Head of the Organising Committee
Sanna Turoma
sanna.turoma [at] helsinki.fi

Conference Coordinator
Kaarina Aitamurto
kaarina.aitamurto [at] helsinki.fi

Conference Secretary
Maarit Elo-Valente
maarit.elo-valente [at] helsinki.fi

Conference Intern
Miikka Piiroinen
miikka.piiroinen [at] helsinki.fi

Conference e-mail:
fcree-aleksconf [at] helsinki.fi


The Aleksanteri Institute

Unioninkatu 33 (P.O. Box 42)
00014 University of Helsinki
phone +358-(0)50-3565 802

aleksanteri [at] helsinki.fi

 

Past Aleksanteri Conferences

Marina Henrikson (University of Manchester, UK)

The Discursive Construction of the Russian 'Us': Citizenship and Compatriot Policy during the 2008 War in Georgia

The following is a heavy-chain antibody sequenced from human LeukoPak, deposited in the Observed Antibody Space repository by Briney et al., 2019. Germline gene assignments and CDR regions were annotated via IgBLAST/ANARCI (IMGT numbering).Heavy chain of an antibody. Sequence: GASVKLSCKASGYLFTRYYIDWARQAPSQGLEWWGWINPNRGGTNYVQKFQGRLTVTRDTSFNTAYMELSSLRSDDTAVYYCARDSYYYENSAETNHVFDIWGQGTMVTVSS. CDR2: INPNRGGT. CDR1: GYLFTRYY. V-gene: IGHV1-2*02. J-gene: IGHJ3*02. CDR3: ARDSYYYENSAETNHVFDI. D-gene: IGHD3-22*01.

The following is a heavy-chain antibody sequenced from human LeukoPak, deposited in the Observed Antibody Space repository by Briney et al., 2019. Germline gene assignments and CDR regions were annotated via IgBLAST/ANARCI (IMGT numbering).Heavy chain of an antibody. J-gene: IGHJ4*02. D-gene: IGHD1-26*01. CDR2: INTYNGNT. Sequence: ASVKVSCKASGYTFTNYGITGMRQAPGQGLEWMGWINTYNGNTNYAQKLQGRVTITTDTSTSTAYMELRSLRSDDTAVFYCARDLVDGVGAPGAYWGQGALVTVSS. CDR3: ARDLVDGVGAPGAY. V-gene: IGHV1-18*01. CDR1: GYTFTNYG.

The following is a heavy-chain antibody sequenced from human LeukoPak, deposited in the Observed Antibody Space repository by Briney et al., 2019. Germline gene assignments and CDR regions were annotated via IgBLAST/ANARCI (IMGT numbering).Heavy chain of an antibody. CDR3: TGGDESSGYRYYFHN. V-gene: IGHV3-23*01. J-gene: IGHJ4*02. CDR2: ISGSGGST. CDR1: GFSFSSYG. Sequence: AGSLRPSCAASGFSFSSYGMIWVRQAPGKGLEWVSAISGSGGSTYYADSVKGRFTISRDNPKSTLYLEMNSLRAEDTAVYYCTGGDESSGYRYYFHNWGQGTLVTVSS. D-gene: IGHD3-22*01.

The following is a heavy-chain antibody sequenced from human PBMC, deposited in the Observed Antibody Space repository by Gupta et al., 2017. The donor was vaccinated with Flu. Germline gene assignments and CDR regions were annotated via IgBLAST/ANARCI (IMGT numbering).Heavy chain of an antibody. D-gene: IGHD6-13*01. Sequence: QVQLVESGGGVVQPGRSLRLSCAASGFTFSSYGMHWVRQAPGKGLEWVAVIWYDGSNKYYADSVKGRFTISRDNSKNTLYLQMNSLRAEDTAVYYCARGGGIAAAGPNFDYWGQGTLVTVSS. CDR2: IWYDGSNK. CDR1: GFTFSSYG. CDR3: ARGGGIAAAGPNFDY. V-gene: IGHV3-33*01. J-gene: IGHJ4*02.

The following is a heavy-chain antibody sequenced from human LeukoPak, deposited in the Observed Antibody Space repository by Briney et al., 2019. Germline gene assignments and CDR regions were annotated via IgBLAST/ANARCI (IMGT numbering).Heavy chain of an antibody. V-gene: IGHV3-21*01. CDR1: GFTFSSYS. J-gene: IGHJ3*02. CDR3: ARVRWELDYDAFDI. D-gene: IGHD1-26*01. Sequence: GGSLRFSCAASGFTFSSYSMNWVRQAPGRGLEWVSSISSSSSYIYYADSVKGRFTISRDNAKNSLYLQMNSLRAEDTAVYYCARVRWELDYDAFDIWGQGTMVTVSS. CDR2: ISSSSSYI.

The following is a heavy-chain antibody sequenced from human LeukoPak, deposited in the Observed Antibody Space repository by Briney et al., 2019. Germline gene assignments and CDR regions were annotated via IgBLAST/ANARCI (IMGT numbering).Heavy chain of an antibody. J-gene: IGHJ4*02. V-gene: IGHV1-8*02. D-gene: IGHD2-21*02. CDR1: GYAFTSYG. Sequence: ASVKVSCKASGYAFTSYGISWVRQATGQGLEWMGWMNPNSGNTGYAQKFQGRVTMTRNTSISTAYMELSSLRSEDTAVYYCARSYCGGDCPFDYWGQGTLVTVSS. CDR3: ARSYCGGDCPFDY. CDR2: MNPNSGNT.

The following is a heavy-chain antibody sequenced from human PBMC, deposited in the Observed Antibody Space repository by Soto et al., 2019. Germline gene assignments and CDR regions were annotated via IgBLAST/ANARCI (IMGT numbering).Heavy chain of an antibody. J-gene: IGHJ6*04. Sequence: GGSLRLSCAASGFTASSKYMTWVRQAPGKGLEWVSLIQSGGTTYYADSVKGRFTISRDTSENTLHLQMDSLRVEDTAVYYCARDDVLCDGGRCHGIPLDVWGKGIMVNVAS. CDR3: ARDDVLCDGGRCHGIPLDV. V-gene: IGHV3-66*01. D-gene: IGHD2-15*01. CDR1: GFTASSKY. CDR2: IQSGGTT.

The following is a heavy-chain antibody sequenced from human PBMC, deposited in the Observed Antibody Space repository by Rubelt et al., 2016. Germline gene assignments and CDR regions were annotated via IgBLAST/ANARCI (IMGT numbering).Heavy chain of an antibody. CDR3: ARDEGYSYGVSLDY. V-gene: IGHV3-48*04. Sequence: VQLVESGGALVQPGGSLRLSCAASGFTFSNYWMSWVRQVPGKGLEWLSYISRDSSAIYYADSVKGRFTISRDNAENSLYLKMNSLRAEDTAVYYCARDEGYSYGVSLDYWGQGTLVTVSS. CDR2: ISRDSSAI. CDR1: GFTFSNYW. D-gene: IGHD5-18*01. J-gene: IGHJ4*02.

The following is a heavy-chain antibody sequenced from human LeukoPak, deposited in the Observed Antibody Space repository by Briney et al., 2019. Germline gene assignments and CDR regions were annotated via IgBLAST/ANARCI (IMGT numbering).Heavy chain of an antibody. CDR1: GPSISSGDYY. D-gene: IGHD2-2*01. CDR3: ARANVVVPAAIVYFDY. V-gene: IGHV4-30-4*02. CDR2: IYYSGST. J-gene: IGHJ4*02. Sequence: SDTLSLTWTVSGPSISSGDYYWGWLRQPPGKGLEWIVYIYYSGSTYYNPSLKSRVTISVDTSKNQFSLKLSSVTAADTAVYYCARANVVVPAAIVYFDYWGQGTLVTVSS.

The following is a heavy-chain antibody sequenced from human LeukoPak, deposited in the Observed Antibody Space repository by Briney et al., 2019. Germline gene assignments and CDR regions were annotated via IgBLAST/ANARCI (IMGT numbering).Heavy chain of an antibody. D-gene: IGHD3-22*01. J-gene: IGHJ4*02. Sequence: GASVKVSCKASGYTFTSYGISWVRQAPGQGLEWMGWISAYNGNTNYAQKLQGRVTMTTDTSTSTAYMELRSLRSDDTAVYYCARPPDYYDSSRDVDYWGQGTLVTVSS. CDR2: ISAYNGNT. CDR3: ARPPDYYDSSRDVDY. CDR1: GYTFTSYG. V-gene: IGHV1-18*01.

One of the main arguments in the Russian foreign policy discourse, designed to justify Russian actions during the 2008 war in Georgia, was the protection of Russian 'citizens' and 'compatriots' in South Ossetia and Abkhazia. A large part of the residents of the two break-away republics had been given Russian passports in the years before the conflict. The current literature on the 2008 war discusses the notion of Russia protecting its own citizens abroad and the lack of a firm legal base supporting such an argument. Yet what is missing is a thorough examination of the purpose and effects of inserting both the concepts of citizenship and compatriots into the narrative of self-defence and protection, and how the overlapping of the two contributed to the Russian nation building process. A discussion around the usage of these concepts is highly relevant today in light of the developments in Ukraine. This paper looks at official Russian foreign policy discourse as found in the speeches, interviews and meeting transcripts of mainly Vladimir Putin, Dmitry Medvedev and Sergey Lavrov from the 2008 war and its aftermath. I will study how the compatriots law and policy relate to the Russian 'passportization policy' and examine whether the residents of South Ossetia and Abkhazia who acquired Russian passports in the years preceding the conflict were categorised similarly to or differently from 'compatriots' without Russian citizenship. I will argue that the notion of protecting Russian 'citizens' was backed up by a legal argument while 'compatriots' is generally vaguer and relatively emotionally charged, often with ethnic connotations. The need to protect Russian 'citizens' was a more useful argument for the Russian leadership due to the concept's stronger legal weight within international law and its more neutral essence, speaking both to the international community and certain segments of the domestic Russian audience that would not like to see ethnic characteristics as deciding who belongs to the Russian 'us'.